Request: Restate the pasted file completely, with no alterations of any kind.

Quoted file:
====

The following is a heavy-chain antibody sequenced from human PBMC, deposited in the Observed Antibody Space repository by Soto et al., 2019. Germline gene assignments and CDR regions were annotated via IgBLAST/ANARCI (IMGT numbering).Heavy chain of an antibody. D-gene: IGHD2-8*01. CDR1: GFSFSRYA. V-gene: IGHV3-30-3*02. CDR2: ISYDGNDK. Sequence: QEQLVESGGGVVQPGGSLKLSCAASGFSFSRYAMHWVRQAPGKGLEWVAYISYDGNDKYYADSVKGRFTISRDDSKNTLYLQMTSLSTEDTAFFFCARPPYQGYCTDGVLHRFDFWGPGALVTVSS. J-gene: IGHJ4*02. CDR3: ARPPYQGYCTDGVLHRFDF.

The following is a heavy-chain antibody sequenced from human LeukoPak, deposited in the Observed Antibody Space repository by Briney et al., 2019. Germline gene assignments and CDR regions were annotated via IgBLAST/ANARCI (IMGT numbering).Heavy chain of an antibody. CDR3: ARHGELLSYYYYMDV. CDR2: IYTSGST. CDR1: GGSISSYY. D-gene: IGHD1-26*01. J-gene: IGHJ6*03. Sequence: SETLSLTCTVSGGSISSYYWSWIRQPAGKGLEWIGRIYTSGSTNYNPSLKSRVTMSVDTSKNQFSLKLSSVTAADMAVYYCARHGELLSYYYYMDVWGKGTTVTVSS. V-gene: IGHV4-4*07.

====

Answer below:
The following is a heavy-chain antibody sequenced from human PBMC, deposited in the Observed Antibody Space repository by Soto et al., 2019. Germline gene assignments and CDR regions were annotated via IgBLAST/ANARCI (IMGT numbering).Heavy chain of an antibody. D-gene: IGHD2-8*01. CDR1: GFSFSRYA. V-gene: IGHV3-30-3*02. CDR2: ISYDGNDK. Sequence: QEQLVESGGGVVQPGGSLKLSCAASGFSFSRYAMHWVRQAPGKGLEWVAYISYDGNDKYYADSVKGRFTISRDDSKNTLYLQMTSLSTEDTAFFFCARPPYQGYCTDGVLHRFDFWGPGALVTVSS. J-gene: IGHJ4*02. CDR3: ARPPYQGYCTDGVLHRFDF.

The following is a heavy-chain antibody sequenced from human LeukoPak, deposited in the Observed Antibody Space repository by Briney et al., 2019. Germline gene assignments and CDR regions were annotated via IgBLAST/ANARCI (IMGT numbering).Heavy chain of an antibody. CDR3: ARHGELLSYYYYMDV. CDR2: IYTSGST. CDR1: GGSISSYY. D-gene: IGHD1-26*01. J-gene: IGHJ6*03. Sequence: SETLSLTCTVSGGSISSYYWSWIRQPAGKGLEWIGRIYTSGSTNYNPSLKSRVTMSVDTSKNQFSLKLSSVTAADMAVYYCARHGELLSYYYYMDVWGKGTTVTVSS. V-gene: IGHV4-4*07.